Uncle Sam as Santa Claus
Why We Vote
[Note: This essay is one in a continuing series by ICCFA executive director Bob Fells focusing on various issues in our federal government. Although the subjects are political in nature, the approach is bipartisan in outlook, at least so far as that is humanly possible. The goal of each essay is not to persuade the reader to adopt a particular political viewpoint or party, but to illustrate why a knowledge of the system is important to protect our businesses, our homes, and our families.]
Uncle Sam as Santa Claus
‘Tis the season that songwriters say is “the most wonderful time of the year.” In many respects it is, but this essay is focused on government and there seems to be no wonderful time for it. We don’t even see very much anymore the patriarchal image of our government as personified by Uncle Sam, a vigorous elderly gent who resembles a slim and barbered Santa Claus. I should read up on the origins of Uncle Sam but I have a feeling that making him look like a relative of Santa was no coincidence. And as we take stock of our federal government in reaching the midpoint of the second decade of the 21st century, it becomes apparent that the metaphor of Santa Claus is far more relevant these days – if such a vast and soulless entity as the federal government can be personified at all.
Metaphors are useful because they can expose the most complicated issues, e.g., the emperor’s new clothes are really the emperor has no clothes. If we can indulge ourselves with the impression of the federal government as Santa Claus, then where do we go from there? As noted in previous essays, our government changed gears with the advent of The Great Society programs beginning in the mid-1960s. The historic three-fold mission of the feds – secure the borders, maintain internal law and order, and get out of the way – morphed into an attitude of “what has the government done for me lately?” This new thinking made a mockery of JFK’s noble call of “Ask not what can my country do for me….” and turned the inquiry into “How much has my country done for me – and how recently?” Thus Uncle Sam jabbing his finger in our faces demanding to know if we have volunteered yet for service has been replaced by Santa asking for our wish lists.
Of course, Santa needs helpers and in Washington they aren’t called elves, they are called members of Congress. These helpers are pretty bipartisan too, promising that if we vote for them on Election Day they will make sure that Santa reads our wish list. Best of all, if we are stumped for things we want from the feds, our Congressional representatives will helpfully recommend items for us that they will lobby for. Naturally, it’s considered bad form to discuss how the government is supposed to pay for all these goodies, any more than we are likely to see a Visa or Mastercard commercial where the vacationers open the bill and faint at seeing how much they owe. We are told in so many words that we are guests at a party so enjoy. We are not told that we’re responsible for paying the tab. Santa never brings up such a crass subject.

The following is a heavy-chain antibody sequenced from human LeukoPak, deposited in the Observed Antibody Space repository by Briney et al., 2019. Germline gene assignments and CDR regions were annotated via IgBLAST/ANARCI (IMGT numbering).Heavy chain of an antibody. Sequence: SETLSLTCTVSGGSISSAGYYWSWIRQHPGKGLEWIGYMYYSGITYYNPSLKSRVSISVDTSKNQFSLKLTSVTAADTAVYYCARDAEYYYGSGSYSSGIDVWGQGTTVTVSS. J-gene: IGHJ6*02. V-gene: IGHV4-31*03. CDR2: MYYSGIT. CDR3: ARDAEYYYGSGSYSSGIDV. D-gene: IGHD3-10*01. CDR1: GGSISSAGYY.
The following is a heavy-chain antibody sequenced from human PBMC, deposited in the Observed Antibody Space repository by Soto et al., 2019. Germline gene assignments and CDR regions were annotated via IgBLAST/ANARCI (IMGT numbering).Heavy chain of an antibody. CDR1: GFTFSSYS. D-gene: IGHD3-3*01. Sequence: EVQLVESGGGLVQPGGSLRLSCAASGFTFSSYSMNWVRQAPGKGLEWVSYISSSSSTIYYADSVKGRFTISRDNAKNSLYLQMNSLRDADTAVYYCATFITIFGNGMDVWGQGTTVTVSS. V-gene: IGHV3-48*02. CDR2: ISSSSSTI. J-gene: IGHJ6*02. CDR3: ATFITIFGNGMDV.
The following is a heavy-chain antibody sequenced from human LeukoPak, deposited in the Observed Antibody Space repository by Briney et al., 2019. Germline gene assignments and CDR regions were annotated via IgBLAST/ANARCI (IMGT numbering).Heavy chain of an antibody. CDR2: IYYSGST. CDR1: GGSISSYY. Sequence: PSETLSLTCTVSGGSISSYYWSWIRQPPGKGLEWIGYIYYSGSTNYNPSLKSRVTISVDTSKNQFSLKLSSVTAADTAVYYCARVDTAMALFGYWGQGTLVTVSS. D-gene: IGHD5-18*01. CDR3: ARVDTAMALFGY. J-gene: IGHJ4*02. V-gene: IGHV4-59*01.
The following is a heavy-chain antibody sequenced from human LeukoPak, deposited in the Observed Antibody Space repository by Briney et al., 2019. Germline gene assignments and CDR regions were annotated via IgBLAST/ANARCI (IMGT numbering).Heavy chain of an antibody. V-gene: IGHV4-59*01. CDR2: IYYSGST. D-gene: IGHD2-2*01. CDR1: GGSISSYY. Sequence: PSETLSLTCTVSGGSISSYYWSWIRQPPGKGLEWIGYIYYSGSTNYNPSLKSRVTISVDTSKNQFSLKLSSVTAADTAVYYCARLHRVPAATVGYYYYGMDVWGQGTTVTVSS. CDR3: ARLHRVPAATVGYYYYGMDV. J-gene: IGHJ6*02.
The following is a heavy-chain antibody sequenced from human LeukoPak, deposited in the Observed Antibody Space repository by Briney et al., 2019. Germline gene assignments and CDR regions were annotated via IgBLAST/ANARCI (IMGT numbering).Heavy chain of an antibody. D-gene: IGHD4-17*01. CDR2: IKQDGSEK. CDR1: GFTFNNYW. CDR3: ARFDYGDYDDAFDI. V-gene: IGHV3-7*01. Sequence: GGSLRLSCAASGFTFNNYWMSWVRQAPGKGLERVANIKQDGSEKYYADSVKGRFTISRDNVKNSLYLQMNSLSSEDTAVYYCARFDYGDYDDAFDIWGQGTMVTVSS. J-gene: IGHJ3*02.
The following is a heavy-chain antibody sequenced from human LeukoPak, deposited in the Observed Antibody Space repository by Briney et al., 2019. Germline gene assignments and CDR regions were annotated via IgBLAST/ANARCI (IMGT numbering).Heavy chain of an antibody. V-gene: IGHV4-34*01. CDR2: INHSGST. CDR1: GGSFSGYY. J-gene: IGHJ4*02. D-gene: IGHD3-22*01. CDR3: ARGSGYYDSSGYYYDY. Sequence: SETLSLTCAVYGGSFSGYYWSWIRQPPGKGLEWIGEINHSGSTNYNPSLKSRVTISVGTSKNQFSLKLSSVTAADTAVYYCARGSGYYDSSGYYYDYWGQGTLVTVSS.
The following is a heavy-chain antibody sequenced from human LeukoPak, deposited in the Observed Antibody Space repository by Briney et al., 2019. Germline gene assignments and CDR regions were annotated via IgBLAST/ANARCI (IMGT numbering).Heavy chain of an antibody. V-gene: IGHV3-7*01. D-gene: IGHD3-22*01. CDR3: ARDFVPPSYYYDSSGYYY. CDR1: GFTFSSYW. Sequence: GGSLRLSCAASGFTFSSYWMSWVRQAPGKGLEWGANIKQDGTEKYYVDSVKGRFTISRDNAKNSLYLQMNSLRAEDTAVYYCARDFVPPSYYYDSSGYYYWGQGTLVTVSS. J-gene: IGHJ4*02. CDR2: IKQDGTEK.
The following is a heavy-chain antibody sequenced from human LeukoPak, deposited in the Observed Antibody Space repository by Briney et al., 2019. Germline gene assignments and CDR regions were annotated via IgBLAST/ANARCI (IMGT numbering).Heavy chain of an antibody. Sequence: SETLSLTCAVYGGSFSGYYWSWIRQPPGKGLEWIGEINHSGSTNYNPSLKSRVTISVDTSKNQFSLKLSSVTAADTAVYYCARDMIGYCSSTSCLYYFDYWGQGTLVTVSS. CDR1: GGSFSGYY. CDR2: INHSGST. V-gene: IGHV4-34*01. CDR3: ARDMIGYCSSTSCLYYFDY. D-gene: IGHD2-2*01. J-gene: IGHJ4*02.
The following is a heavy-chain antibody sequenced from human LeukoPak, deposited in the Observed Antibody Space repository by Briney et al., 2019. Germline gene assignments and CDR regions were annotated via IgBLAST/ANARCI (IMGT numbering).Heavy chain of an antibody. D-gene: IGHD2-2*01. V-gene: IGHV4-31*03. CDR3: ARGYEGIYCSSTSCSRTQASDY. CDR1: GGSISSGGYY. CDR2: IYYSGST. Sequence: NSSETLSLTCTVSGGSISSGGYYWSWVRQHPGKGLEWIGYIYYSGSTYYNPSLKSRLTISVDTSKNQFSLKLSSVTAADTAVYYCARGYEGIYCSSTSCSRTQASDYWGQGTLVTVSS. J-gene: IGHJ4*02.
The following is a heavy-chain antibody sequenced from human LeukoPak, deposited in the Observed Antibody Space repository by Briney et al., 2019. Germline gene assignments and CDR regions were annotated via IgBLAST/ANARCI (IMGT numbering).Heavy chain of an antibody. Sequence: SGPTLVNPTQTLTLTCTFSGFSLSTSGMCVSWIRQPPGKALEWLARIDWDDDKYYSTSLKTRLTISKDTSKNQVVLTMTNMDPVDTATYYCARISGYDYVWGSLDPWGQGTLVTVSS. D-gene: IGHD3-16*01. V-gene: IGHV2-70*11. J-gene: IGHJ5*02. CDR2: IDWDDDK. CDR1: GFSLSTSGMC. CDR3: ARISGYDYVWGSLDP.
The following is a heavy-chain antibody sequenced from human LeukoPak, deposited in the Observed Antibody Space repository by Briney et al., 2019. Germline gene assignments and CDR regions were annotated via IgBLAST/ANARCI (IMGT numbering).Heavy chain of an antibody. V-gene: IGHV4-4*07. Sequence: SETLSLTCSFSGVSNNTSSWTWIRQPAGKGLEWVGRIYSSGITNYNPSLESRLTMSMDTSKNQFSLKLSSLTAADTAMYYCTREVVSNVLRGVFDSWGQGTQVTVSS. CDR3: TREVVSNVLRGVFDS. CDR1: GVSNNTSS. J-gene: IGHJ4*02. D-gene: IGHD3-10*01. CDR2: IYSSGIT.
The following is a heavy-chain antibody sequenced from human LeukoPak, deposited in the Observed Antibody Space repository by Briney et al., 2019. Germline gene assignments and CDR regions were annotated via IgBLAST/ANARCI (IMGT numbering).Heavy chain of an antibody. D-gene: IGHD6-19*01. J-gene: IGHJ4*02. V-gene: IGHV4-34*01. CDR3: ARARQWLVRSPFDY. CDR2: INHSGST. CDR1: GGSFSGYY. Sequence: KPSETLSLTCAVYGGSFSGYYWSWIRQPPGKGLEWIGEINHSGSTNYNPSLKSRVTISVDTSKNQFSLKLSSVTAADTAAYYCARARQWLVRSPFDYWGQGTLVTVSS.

Do you remember when Congress was abuzz with talk of tax reform in 2011? They had earlier collectively asked for a pass on this controversy for the 2010 elections but as 2011 moved along we were informed that they needed to get past the distractions of the 2012 national elections before they could really start the reform work. Now we’re past even the 2013 elections and we still haven’t heard much on tax reform from anybody. I’d like to blame one party or the other but this inertia is truly bipartisan. The problem is that too many vested interests prosper from just the way the tax system exists. Hundreds of thousands of people, perhaps millions, earn a comfortable living due to the complexity of the federal tax code. We know that it is possible to reduce personal income tax regulations so that we could file our tax return on a postcard but then the unemployment rate would explode with all the unemployed accountants, CPAs, and tax lawyers. We need the cooperation of the very people who would be threatened and perhaps harmed by tax reform.
I use tax reform as a handy and relatively non-partisan example of the myriad of programs and operations that benefit so many people – recipients, civil servants, private sector contractors, consultants – that the only folks who want reform are those not getting a slice of the pie and their numbers have dwindled. As a sign of the times, can you recall the last time you heard JFK’s “Ask not” statement quoted? I used to hear it all the time until about twenty years ago. Soon I expect it to be reduced to a question in Trivial Pursuit: Who said…… uh, Harry Truman?
The point to these observations is this: we can join the Christmas Club that is known as Congress or we, as ICCFA members, can continue to behave as independent entrepreneurs seeking no largesse from Santa aka Uncle Sam. Everybody knows that a reckoning is coming and the most optimistic among us hope that they are retired by then. Our party-goers will be handed the tab at the end of the festivities but hopefully those who never attended the party won’t owe anything. In practical terms, this means that an effective Government Relations program in 21st century America is one that seeks to protect ICCFA members from the onslaught of mounting laws and regulations that maintain an unsustainable status quo while squeezing out new taxes, fees, fines and penalties to fund the unsustainable. Most people with addictions are incapable of treating themselves, and they require outside intervention to recover. Where is the outside intervention to stem growing deficits? Perhaps it’s Santa Claus.